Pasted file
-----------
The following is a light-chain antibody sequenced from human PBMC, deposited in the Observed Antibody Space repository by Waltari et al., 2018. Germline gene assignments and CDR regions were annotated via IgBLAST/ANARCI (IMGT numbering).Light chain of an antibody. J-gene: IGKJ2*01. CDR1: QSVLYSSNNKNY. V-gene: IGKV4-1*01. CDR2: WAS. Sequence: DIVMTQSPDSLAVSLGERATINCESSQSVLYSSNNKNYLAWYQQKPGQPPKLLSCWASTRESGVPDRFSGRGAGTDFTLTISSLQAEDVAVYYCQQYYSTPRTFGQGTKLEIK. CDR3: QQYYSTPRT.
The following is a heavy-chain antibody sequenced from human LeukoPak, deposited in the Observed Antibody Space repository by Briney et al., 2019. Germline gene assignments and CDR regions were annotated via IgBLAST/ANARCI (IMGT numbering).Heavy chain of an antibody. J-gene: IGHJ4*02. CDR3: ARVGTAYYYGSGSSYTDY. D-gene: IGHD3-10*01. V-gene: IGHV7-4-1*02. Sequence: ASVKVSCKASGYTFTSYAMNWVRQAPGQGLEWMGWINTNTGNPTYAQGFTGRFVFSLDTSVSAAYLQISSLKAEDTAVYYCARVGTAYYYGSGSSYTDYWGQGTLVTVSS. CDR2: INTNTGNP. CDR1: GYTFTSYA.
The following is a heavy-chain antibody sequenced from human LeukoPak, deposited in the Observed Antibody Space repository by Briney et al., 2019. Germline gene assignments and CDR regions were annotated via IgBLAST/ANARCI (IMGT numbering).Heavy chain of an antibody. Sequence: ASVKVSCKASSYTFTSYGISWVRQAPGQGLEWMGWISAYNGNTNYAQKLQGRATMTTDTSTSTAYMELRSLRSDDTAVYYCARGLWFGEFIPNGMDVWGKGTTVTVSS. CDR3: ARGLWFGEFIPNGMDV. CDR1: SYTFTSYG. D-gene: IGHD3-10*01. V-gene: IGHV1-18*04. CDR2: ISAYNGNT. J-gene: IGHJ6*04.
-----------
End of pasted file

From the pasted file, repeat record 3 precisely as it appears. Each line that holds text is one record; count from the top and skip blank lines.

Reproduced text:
The following is a heavy-chain antibody sequenced from human LeukoPak, deposited in the Observed Antibody Space repository by Briney et al., 2019. Germline gene assignments and CDR regions were annotated via IgBLAST/ANARCI (IMGT numbering).Heavy chain of an antibody. Sequence: ASVKVSCKASSYTFTSYGISWVRQAPGQGLEWMGWISAYNGNTNYAQKLQGRATMTTDTSTSTAYMELRSLRSDDTAVYYCARGLWFGEFIPNGMDVWGKGTTVTVSS. CDR3: ARGLWFGEFIPNGMDV. CDR1: SYTFTSYG. D-gene: IGHD3-10*01. V-gene: IGHV1-18*04. CDR2: ISAYNGNT. J-gene: IGHJ6*04.